|Hye Won Choi||Clavell, James: Shogun|
|Assignment 1: Bibliographic Description|
|1. First Edition Publication Information||Atheneum, New York, 1975.|
|2. First Edition in Cloth, Paper, or Both?||The First Edition was published in green cloth with light blue board overlapping it. |
|4. Pagination||407 leaves; pp. [ i-viii] [1-2] 3-802.|
|5. Edited and/or Introduced?||N/A|
|6. Illustrated?||Jacket design by Paul Bacon.|
|8. General Appearance||The book's dustjacket is attractively illustrated showing the upper half of a samurai sword. The title SHOGUN is very eye-catching with its thick red printing at the |
top of the page. Inside the cover, a map of Japan is illustrated on the yellow pages. The text is attractive and readable. However, the spacing between the lines are small.
|10. Description of Paper||The paper is thick and durable and it seems to be in a good shape over the|
|11. Description of Binding||Binding is fairly in good condition since the papers are strongly glued to the binding. The author's name, the title and the publisher's name are inscribed in black on the spine.|
|12. Title Page Transcription||[rule]|
| SHOGUN | A NOVEL OF JAPAN | BY | JAMES CLAVELL | [rule] | Atheneum (1975) New York
|14. Manuscript Holdings||N/A|
|Assignment 2: Publication History|
|1. Other Editions:||Atheneum published a Book Club edition of Shogun: a novel of Japan in two volumes.|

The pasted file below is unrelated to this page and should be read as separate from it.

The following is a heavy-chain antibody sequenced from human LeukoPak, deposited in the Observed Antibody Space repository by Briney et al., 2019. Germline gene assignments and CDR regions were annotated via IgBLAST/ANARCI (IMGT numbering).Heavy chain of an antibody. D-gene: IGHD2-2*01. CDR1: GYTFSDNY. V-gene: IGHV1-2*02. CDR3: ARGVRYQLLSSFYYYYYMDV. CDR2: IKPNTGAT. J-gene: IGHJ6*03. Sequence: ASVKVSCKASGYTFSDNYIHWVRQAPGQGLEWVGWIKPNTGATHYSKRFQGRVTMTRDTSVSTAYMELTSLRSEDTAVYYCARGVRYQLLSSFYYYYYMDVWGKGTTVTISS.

|4. First Edition printings or impressions?||There were seven printings during 1975.|
|5. Editions from other publishers?||Delacorte Press, 1975. (802|
International Collectors Library, 1975. (2 volumes with 1100 pages).
Paperback edition from Dell Publishers, Inc. June 1976.
New Dell edition from Dell Publishers, Inc. 1980.
|6. Last date in print?||Not Available.|
|7. Total copies sold?||6,600,000 copies were sold since 1975. (Publishers Weekly, April 7, 1997)|
15 million copies were sold worldwide. (Time, Nov. 26, 1990)
|8. Sales by year?||Not Available|
|9. Advertising copy:||Not Available|
|11. Other promotion?||Computer Game: Shogun adapted by Dave Lebling (Cambridge, MA: Infocom, Inc., 1988). Includes 1 computer disk 3 1/2 in. + 1 manual + 1 reference card + 1 map + 1 the soul of the samurai sheet.|
|12. Performances in other media?||NBC's five part telev|
ision mini-series (total 13 hours) with Richard Chamberlain. Sept. 15-19, 1980.
3 Ω hour Broadway musical performed during Nov. 1990.
|13. Translations?||Chinese: Mu Fu chiang ch¸n. T'ai-pei: Hao shi nien, 1980. |
Finnish: Shogun. Helsingiss‰: Otava, 1982
French (Canada): Shogun. le roman des samouraÔs [MontrČal]: Libre expression, 1984.
French (France): Shogun: le roman des samouraÔs. Paris: Stock, 1977.
German: Shogun: der roman Japans. M¸nchen: Droemer Knaur, 1976.
Hebrew: Shogun. Tel Aviv: Zemorah, Bitan, Modan, 1980.
Hungarian: A sŰgun. Budapest: ˇrk·dia, 1987.
Italian: Shogun. Milano: Bompiani, 1985.
Japanese: Shogun. Tokyo: TBS Buritanika, 1980
Korean: Changgun. Seoul. Saemt'o Ch'ulp'anbu, 1980.
Polish: Shogun: powiesc o Japonii. Warszawa: lskry, 1992.
Portuguese: XŰgum: a gloriosa saga do Jap„o. Rio de Janeiro, RJ: NŰrdica, 1983.
Russian: SÎgun. Moskva: Erica Olma-Press: Kron-Press, 1993.
Spanish: Shogun. Barcelona: Plaza & JanČs Editores, 1994..
|15. Sequels or Prequels?||N/A|
|Assignment 3: Brief Biography|